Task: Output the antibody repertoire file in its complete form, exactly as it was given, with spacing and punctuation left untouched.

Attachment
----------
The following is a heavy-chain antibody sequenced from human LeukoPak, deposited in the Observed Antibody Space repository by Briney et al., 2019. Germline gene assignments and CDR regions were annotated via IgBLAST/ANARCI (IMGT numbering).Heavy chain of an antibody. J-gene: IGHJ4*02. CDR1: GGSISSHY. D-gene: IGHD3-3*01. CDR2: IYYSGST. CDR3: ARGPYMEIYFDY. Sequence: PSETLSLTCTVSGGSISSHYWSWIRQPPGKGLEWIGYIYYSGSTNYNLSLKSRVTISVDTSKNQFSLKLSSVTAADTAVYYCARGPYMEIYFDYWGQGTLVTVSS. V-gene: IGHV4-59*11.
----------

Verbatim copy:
The following is a heavy-chain antibody sequenced from human LeukoPak, deposited in the Observed Antibody Space repository by Briney et al., 2019. Germline gene assignments and CDR regions were annotated via IgBLAST/ANARCI (IMGT numbering).Heavy chain of an antibody. J-gene: IGHJ4*02. CDR1: GGSISSHY. D-gene: IGHD3-3*01. CDR2: IYYSGST. CDR3: ARGPYMEIYFDY. Sequence: PSETLSLTCTVSGGSISSHYWSWIRQPPGKGLEWIGYIYYSGSTNYNLSLKSRVTISVDTSKNQFSLKLSSVTAADTAVYYCARGPYMEIYFDYWGQGTLVTVSS. V-gene: IGHV4-59*11.